I have travelled widely and I can say that based on my observations, Americans are the most insecure and money obsessed culture and part of that is because people in the us are truely on their own. If you become ill, God help you unlike all other developed countries. In the developing world, the expectations are much lower and people are happy despite the great poverty some of them suffer (I am not talking starvation here; it's hard to be happy if you're starving). With all the material things we possess, we consistently rank low on quality of life in this country. The countries that pay higher taxes, have less consumption and care more about the well being of their citizens, seem to do better in that area. Our immediate neighbor Canada consistenly ranks as the best country in the world to live by the UN, I wonder why? In most respects they are better than the US - social problems, literacy (their students seem to out score ours in every category), etc.

May be an alternative is to be more like the Europeans - relax, smell the roses, take month long vacations to the country or at the seaside. Let's keep Ferco's comments in perspective; it's a sobering one.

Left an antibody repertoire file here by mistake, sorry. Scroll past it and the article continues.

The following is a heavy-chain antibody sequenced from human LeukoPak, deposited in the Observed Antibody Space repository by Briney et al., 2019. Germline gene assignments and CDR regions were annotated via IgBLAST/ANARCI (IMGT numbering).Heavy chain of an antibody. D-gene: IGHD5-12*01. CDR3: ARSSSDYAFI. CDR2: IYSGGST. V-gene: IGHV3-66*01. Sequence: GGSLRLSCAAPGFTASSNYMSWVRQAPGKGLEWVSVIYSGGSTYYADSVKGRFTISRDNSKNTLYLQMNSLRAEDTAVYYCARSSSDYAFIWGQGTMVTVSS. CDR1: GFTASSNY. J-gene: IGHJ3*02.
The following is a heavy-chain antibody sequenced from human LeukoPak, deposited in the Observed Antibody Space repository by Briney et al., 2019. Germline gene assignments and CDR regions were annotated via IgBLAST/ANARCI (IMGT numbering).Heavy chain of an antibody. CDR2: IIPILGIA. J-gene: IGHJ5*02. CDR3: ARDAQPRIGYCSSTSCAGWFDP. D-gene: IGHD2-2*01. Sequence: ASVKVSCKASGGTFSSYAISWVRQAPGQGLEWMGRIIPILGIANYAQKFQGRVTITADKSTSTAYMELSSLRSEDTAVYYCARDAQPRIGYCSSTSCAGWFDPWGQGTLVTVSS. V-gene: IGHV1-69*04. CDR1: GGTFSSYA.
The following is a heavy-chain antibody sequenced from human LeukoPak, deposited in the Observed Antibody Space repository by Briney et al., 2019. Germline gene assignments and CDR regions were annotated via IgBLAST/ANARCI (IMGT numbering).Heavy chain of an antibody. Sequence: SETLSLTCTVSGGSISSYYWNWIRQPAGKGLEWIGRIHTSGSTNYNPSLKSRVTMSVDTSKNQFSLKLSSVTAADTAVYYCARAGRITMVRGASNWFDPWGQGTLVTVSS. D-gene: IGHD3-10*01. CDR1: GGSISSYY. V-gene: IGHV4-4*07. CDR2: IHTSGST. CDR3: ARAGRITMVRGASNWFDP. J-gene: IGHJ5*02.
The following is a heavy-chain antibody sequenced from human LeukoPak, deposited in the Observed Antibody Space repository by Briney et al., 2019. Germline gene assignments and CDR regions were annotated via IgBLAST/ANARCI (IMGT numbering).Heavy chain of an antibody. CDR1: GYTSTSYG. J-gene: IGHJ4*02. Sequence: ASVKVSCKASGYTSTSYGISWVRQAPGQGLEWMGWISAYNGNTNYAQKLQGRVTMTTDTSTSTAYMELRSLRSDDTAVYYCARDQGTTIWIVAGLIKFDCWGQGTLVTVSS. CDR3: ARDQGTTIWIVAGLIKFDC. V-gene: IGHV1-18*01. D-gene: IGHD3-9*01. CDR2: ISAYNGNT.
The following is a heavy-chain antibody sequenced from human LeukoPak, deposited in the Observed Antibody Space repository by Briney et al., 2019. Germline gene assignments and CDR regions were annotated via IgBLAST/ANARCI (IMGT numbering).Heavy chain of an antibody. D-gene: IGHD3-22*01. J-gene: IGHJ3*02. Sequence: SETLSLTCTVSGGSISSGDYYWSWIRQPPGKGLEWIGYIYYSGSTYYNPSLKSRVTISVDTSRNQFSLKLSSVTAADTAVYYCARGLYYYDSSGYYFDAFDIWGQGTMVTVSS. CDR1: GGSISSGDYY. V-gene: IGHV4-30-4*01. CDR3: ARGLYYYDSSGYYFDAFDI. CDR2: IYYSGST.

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Old 07-31-2007, 10:05 PM   #27
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Well, then Ferco's probably on the wrong board to rant against people that need ten million dollars and need to constantly buy stuff.

I have a friend that often makes 80's pop culture references... I usually end up looking dumbfounded because I just can't relate. I suppose there are people that just spend their money to buy happiness and take lots of medications because they feel that it'll make them happier. I just don't personally know anyone like that so I can't relate.

So, sure?
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Old 07-31-2007, 10:30 PM   #28
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I don't spend much time worrying about other people's problems.

I have my own life to live.

Audrey
Amen to that Audrey. A refreshing viewpoint.
If only more would do the same, the world would be a better place. Thanks.
IMO ... Do unto others and the world would be fine.
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Old 07-31-2007, 10:32 PM   #29
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Good Lord what is up with the OP being attacked for pointing out the reasons that many of us want to retire.